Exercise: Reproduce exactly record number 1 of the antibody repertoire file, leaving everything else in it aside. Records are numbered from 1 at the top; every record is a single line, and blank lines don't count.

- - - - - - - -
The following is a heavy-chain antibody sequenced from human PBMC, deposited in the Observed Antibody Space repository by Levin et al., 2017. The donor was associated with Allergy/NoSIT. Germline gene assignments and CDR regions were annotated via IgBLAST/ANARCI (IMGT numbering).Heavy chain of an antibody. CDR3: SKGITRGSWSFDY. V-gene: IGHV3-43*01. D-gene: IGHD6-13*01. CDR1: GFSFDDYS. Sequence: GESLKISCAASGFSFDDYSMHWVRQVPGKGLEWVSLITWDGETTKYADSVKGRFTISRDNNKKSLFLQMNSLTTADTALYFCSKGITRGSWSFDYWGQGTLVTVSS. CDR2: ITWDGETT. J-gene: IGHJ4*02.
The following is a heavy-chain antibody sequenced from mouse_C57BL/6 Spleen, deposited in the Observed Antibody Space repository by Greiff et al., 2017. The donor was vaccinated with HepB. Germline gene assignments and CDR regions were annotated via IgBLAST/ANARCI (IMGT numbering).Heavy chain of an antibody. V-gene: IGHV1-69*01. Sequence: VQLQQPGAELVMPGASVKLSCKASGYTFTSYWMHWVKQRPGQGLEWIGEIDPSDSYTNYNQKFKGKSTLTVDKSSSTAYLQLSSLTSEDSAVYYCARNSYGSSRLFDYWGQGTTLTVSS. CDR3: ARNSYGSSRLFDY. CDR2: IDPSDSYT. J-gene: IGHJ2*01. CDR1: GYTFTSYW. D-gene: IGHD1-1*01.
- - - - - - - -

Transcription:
The following is a heavy-chain antibody sequenced from human PBMC, deposited in the Observed Antibody Space repository by Levin et al., 2017. The donor was associated with Allergy/NoSIT. Germline gene assignments and CDR regions were annotated via IgBLAST/ANARCI (IMGT numbering).Heavy chain of an antibody. CDR3: SKGITRGSWSFDY. V-gene: IGHV3-43*01. D-gene: IGHD6-13*01. CDR1: GFSFDDYS. Sequence: GESLKISCAASGFSFDDYSMHWVRQVPGKGLEWVSLITWDGETTKYADSVKGRFTISRDNNKKSLFLQMNSLTTADTALYFCSKGITRGSWSFDYWGQGTLVTVSS. CDR2: ITWDGETT. J-gene: IGHJ4*02.